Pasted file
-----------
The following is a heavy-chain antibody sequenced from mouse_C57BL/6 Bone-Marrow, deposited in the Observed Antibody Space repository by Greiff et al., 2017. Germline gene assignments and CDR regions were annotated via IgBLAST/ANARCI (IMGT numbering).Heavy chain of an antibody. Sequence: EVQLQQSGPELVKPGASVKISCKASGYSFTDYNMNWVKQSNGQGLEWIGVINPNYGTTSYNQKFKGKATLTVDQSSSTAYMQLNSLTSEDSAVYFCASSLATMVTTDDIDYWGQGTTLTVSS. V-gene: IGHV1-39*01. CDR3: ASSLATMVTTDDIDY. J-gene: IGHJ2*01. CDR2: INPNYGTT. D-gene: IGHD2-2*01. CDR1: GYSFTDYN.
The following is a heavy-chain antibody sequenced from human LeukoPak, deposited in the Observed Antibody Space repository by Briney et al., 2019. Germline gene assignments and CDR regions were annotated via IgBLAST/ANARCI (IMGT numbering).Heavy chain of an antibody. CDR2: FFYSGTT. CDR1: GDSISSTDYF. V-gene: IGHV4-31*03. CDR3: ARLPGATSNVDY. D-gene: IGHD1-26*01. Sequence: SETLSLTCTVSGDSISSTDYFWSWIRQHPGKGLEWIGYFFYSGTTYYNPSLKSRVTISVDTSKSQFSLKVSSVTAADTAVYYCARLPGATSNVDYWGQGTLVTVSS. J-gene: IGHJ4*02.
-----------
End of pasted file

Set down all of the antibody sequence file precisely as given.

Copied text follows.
The following is a heavy-chain antibody sequenced from mouse_C57BL/6 Bone-Marrow, deposited in the Observed Antibody Space repository by Greiff et al., 2017. Germline gene assignments and CDR regions were annotated via IgBLAST/ANARCI (IMGT numbering).Heavy chain of an antibody. Sequence: EVQLQQSGPELVKPGASVKISCKASGYSFTDYNMNWVKQSNGQGLEWIGVINPNYGTTSYNQKFKGKATLTVDQSSSTAYMQLNSLTSEDSAVYFCASSLATMVTTDDIDYWGQGTTLTVSS. V-gene: IGHV1-39*01. CDR3: ASSLATMVTTDDIDY. J-gene: IGHJ2*01. CDR2: INPNYGTT. D-gene: IGHD2-2*01. CDR1: GYSFTDYN.
The following is a heavy-chain antibody sequenced from human LeukoPak, deposited in the Observed Antibody Space repository by Briney et al., 2019. Germline gene assignments and CDR regions were annotated via IgBLAST/ANARCI (IMGT numbering).Heavy chain of an antibody. CDR2: FFYSGTT. CDR1: GDSISSTDYF. V-gene: IGHV4-31*03. CDR3: ARLPGATSNVDY. D-gene: IGHD1-26*01. Sequence: SETLSLTCTVSGDSISSTDYFWSWIRQHPGKGLEWIGYFFYSGTTYYNPSLKSRVTISVDTSKSQFSLKVSSVTAADTAVYYCARLPGATSNVDYWGQGTLVTVSS. J-gene: IGHJ4*02.